Actually I suspect a recently purchased Z3200 has some third party inks in its tubes, it came with new extra third party carts but only one on the machine. My choice is to print my own images on that machine till its fit for customers, with HP inks.

Met vriendelijke groet, Ernst

www.pigment-print.com/spectralplots/spectrumviz_1.htm
March 2017 update, 750+ inkjet media white spectral plots
« Last Edit: July 09, 2022, 11:29:35 am by deanwork »
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Kyle D Jackson

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Re: Best way to restore a Z3200 contaminated by non-hp ink?
« Reply #7 on: July 10, 2022, 10:19:35 am »

Thanks so much John, Ernst, and Dan!  :) Sorry for the slow reply, there was a nationwide internet outage and then I was driving across country all day yesterday.

John, you're probably right about "clone heads". I probably misunderstood the owner.  They basically said "it needs new heads and inks, they tried some cheap stuff they bought online, and it didn't like it". I assumed that meant heads too, but I think you're right, it's probably still hp heads and just non-hp ink.

Ernst, great idea using those caps that way! Wish I still had those. In my case I think it is probably easier for me to buy the priming syringe pump that LPS sells.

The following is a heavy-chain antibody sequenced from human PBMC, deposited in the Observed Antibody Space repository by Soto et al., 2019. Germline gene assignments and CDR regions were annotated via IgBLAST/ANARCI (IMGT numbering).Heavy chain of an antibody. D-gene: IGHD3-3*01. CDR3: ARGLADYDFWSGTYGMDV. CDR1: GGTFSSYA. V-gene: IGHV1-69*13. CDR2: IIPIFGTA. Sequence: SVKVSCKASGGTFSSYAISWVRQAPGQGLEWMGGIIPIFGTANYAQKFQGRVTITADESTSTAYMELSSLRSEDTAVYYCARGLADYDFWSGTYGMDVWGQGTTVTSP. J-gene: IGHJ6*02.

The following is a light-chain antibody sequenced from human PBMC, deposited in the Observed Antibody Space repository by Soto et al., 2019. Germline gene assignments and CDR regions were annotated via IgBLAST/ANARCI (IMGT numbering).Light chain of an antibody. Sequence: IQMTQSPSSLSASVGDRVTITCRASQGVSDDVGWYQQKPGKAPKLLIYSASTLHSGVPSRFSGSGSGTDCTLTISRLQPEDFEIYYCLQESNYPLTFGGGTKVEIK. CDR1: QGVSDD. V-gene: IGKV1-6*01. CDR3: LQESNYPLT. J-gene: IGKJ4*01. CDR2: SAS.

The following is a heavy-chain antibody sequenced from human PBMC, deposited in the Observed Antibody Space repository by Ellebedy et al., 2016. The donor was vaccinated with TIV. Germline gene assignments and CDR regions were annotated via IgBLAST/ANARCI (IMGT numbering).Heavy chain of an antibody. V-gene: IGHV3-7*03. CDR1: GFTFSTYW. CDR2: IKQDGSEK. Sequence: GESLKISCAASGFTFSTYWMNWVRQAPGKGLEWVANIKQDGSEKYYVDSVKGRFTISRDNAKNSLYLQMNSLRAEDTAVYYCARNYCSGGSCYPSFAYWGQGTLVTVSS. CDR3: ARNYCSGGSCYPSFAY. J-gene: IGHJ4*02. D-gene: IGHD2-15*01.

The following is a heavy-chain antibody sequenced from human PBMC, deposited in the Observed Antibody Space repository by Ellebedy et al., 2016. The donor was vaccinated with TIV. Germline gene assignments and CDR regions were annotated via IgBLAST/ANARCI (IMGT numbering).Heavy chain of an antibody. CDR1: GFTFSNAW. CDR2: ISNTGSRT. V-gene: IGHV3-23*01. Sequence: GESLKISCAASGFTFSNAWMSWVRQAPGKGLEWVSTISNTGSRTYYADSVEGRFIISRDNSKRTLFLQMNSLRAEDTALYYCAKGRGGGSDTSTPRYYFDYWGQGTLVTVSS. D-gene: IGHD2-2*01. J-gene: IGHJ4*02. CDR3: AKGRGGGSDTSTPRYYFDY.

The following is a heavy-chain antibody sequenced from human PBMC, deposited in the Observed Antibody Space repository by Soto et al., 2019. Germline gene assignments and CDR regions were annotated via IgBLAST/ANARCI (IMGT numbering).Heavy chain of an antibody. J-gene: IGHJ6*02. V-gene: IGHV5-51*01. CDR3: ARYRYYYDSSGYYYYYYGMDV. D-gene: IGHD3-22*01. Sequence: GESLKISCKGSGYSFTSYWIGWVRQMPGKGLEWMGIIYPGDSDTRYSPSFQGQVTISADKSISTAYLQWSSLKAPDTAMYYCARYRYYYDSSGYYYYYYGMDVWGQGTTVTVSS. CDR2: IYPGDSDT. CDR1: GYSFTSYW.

Dan, I'm waiting to hear what ink the owner used. It sounds like it was a bad match and it wouldn't print for them. I'd rather just remove it, and that way I can rely on consistent print profiles, etc.

Originally I assumed I would install new HP ink, then use the syringe to pull out the old ink until the new ink reaches the carriage, which is kind of a guess how much to pull, then install the new heads and run a bunch of diags, purge plots, etc until the output was consistent. But now I wonder about this idea: what if I use the syringe first with no ink carts installed? I would pull the old ink thru until I get nothing but air. Yes the lines are now full of air, but ideally almost empty of old ink. Next I install the new hp ink carts and then use the syringe again to pull the air out until the new ink reaches the carriage. My understanding is this is the same method as priming a printer after new empty tubes are installed. By using this method it could reduce the potential for any mixing of the old and new inks in the tubes. Also I won't have to guess how much ink to pull, it will be obvious when the new ink reaches the carriage. That could help reduce waste of new ink.